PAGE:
Top Puppeteers edge
Puppeteers Home PagePuppeteers DirectoryWhats On Events ListingPuppetry News and FeaturesNational and Other OrganisationsMy AccountContact puppets Online
PuppeteersUK

News and Features
Find out all the latest puppetry news.

Reviews
Read reviews of recent events.

Features

National Puppetry Archive

Museums and Collections

Education and Training

 

Puppetry in Demenia Care by Karrie Marshall

Joanna Hruby reviews the latest book by Karrie Marshall

A few years ago, at the Little Angel Theatre’s Applied Puppetry Symposium, I was lucky enough to be present at a talk given by Karrie Marshall. In her gentle but commanding way, Marshall used video clips, photographs and personal accounts to illustrate to us the astonishing, touching and, at times, deeply moving ways in which she has witnessed elderly people with dementia overcoming their psychological barriers through the use of puppets. All present at Marshall’s talk were visibly captivated by the stories and case studies she spoke of, and by her deep sensitivity to, and knowledge of this field to which she is so devoted; Marshall’s new book, Puppetry in Dementia Care, provides a brilliantly informative distillation of this work.

Using puppets with people with dementia is of course just one of several examples of how puppets are increasingly being used in various ‘applied’ social and health care settings to enhance creativity, self-expression and personal development. With a background in nursing, counselling and social care, Karrie Marshall has spent many years developing frameworks and formats for using puppets with people with dementia in care homes, and her deep understanding of the difficulties faced by them, their families and carers lies at the heart of her book.

Marshall illustrates the fact that a person with dementia is gradually stripped of the cognitive thinking processes which enable standard verbal communication. With words and language no longer serving as tools for contact and connection between people with dementia and their loved ones, the resulting barriers to verbal communication can cause the person with dementia to become isolated and withdrawn, whilst causing pain and frustration for their family members. Marshall points out that this diminishing of cognitive functions forces people with dementia into a more visual way of seeing the world - and, in fact, their creativity and imagination will remain unaffected by the illness. The book explains how puppets offer a communication method based on visual language, symbolism and sensory experience – one which is wholly accessible to people with dementia, enabling them to override the barriers of verbal language, reconnect with their emotions and ultimately, Marshall suggests, reclaim their identity.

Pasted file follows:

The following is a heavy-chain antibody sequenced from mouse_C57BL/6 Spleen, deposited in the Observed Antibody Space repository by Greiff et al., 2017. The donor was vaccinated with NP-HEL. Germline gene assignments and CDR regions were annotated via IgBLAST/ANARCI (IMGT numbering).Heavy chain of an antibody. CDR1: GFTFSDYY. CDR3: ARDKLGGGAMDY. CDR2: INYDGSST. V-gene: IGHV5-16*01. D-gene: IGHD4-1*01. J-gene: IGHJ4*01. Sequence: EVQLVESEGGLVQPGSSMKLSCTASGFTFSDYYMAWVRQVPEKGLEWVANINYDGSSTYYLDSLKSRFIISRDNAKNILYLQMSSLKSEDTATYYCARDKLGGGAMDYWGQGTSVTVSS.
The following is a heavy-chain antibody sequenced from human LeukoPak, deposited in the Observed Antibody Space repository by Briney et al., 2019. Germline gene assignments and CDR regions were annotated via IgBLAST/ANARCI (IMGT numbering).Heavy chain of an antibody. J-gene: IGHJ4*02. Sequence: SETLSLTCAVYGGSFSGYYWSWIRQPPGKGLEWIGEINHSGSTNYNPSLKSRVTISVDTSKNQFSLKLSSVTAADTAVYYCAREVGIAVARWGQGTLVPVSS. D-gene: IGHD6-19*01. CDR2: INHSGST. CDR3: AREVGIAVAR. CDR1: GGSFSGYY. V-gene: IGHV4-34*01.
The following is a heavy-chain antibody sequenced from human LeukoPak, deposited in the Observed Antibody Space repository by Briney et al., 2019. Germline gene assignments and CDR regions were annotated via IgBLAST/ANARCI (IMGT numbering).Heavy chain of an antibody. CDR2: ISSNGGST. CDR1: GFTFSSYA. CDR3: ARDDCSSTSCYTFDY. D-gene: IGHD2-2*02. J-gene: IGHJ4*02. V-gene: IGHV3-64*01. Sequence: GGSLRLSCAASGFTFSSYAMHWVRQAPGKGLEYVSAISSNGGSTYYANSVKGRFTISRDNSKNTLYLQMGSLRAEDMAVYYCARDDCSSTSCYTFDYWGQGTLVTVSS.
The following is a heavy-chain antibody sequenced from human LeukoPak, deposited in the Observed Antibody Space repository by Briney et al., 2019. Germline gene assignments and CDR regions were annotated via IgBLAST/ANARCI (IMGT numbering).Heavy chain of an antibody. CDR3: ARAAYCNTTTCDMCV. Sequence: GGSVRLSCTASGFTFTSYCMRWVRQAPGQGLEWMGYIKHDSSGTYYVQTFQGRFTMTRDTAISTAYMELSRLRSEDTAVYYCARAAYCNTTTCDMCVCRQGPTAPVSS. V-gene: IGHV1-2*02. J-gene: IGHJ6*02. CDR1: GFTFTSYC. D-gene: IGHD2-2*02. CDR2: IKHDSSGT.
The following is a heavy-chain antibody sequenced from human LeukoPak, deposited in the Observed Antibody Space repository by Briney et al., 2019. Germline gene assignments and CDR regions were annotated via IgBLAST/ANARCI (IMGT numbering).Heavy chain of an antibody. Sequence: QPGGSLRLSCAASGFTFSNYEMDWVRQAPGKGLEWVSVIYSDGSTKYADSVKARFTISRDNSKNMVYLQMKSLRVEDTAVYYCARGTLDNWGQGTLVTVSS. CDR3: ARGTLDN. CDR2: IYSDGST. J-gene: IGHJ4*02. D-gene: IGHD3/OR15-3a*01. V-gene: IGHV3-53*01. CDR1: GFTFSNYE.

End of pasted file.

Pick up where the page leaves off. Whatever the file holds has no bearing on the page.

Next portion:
The book begins by tracing the traditional cultural role of puppetry back to roots based on community-building, ritual and healing – Marshall analyses the power of puppetry as a social tool and describes its different forms. In following chapters Marshall explores the various themes central to using puppets with people with dementia – the art of responding to, and being guided by the unique needs of each individual; the role a puppet can play in guiding them through a change in relationship with a family member or carer; the ways in which puppets can be used to provide comfort in times of distress or conflict. In later chapters Marshall creates links with narrative and life story work, explores the power of music and singing with puppetry and describes the particularly valuable results of using animal puppets with people with dementia, with their nature as absolutely non-verbal creatures, and the psychological triggers they can cause based on nostalgic links with previous household pets. The final section of the book contains instructions and guidance for making a range of different puppets suitable for use with the elderly in care homes.

Laced with informative, sensitive material relevant to those in the fields of health and social care, puppetry, creative arts, or simply those caring for someone with dementia, Marshall’s book is a truly valuable contribution to the growing body of research suggesting that puppets are a key tool for accessing the emotions, imagination and sub-conscious of individuals facing a wide range of psychological barriers, including dementia. Above all, it is the personal accounts Marshall uses to frame each chapter which lend the book its gravity – descriptions of the huge milestones reached through puppet interventions: a non-verbal person with dementia exchanging words with a puppet; an unresponsive, disinterested individual finally interacting with the outside world through the use of animated silks; a usually hostile individual enjoying the sensation of stroking an animal puppet. They are small moments, but deeply significant ones, made possible ‘…in the world of puppetry, where there is no pressure to remember anyone.’

Puppetry in Dementia Care: Connecting Through Creativity and Joy is published by Jessica Kingsley Publishers.

Paperback: £19.99 / $34.95

2013, 234mm x 156mm / 9.25in x 6in, 264pp
ISBN: 978-1-84905-392-1, BIC 2: JKSG

December 2013



If you have items for inclusion in these pages then please Contact us




An Attic Full of Puppets

Puppetry in Demenia Care by Karrie Marshall

Pupazzi: Glove puppets and marionettes in the Castello dei Burattini Museo Giordano Ferrari

Apollinaire and Puppets

Alice and the White Rabbit

Luminous Tales

Puppet - an Essay on uncanny life - by Kenneth Gross

Successful Punch & Judy – Second Edition

War Horse

A Timber Idol

Shadow Puppets & Shadow Play

Theatre Materials: What is theatre made of?

Pelham Puppets by David Leech

For more information on this please



Create or amend entries in Directory or What's On